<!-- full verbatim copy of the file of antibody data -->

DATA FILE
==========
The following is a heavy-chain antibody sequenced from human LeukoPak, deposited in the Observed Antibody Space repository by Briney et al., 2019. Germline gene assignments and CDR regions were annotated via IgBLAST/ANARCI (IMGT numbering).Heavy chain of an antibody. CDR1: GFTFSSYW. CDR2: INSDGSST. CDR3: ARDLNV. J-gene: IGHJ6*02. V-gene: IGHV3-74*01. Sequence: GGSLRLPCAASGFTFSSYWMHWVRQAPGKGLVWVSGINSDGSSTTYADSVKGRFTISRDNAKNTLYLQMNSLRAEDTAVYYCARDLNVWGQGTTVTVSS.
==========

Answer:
The following is a heavy-chain antibody sequenced from human LeukoPak, deposited in the Observed Antibody Space repository by Briney et al., 2019. Germline gene assignments and CDR regions were annotated via IgBLAST/ANARCI (IMGT numbering).Heavy chain of an antibody. CDR1: GFTFSSYW. CDR2: INSDGSST. CDR3: ARDLNV. J-gene: IGHJ6*02. V-gene: IGHV3-74*01. Sequence: GGSLRLPCAASGFTFSSYWMHWVRQAPGKGLVWVSGINSDGSSTTYADSVKGRFTISRDNAKNTLYLQMNSLRAEDTAVYYCARDLNVWGQGTTVTVSS.